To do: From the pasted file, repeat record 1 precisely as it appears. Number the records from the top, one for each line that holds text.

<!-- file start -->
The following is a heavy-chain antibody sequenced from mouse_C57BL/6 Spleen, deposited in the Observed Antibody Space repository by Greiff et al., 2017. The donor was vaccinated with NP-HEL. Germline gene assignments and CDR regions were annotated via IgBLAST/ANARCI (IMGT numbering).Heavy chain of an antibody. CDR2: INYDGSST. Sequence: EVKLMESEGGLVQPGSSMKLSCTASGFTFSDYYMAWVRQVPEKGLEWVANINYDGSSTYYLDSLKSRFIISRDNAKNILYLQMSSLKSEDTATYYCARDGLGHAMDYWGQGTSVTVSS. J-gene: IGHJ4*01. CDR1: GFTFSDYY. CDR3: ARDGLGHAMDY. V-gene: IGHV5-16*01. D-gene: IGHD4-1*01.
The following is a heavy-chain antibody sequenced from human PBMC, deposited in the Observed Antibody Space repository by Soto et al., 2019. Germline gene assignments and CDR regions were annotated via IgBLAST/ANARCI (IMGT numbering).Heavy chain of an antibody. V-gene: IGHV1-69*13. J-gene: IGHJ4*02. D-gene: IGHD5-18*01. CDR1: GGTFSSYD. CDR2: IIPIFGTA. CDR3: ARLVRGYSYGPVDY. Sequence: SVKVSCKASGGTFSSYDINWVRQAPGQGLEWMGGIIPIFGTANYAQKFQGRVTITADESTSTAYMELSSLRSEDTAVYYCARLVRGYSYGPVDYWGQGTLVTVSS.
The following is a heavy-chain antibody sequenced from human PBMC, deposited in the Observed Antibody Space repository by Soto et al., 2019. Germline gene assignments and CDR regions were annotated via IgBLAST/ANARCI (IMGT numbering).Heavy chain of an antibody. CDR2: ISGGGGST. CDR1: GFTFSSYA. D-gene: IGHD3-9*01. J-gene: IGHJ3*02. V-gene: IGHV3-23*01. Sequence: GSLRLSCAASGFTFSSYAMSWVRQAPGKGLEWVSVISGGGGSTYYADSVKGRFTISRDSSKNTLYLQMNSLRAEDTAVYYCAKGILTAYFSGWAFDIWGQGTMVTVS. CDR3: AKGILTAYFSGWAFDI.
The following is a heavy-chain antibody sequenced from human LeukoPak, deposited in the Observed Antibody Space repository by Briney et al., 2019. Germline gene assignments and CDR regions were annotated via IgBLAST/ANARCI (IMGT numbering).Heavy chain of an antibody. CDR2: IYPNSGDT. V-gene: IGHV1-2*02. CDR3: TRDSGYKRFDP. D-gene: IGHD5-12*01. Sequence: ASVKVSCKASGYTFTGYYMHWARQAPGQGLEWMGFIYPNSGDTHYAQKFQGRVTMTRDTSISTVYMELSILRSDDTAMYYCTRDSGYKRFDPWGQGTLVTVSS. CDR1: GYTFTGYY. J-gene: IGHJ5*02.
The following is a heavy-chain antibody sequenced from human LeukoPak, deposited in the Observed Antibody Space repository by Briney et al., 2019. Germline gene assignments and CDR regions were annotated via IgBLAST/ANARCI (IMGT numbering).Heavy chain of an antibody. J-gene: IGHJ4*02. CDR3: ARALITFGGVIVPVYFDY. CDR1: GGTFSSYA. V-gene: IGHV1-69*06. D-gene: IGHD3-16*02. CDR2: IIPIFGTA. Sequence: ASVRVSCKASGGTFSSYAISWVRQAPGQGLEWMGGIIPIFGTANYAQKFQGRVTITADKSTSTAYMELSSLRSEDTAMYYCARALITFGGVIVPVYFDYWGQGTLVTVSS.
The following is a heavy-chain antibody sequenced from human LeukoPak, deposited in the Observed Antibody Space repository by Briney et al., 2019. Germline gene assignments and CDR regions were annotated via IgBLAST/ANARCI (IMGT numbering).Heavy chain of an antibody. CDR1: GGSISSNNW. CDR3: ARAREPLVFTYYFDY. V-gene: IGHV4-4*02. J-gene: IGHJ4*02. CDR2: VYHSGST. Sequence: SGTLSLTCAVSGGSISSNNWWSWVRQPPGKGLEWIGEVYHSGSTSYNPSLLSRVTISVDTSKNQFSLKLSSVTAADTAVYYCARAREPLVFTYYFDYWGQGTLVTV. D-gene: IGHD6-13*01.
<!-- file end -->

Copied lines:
The following is a heavy-chain antibody sequenced from mouse_C57BL/6 Spleen, deposited in the Observed Antibody Space repository by Greiff et al., 2017. The donor was vaccinated with NP-HEL. Germline gene assignments and CDR regions were annotated via IgBLAST/ANARCI (IMGT numbering).Heavy chain of an antibody. CDR2: INYDGSST. Sequence: EVKLMESEGGLVQPGSSMKLSCTASGFTFSDYYMAWVRQVPEKGLEWVANINYDGSSTYYLDSLKSRFIISRDNAKNILYLQMSSLKSEDTATYYCARDGLGHAMDYWGQGTSVTVSS. J-gene: IGHJ4*01. CDR1: GFTFSDYY. CDR3: ARDGLGHAMDY. V-gene: IGHV5-16*01. D-gene: IGHD4-1*01.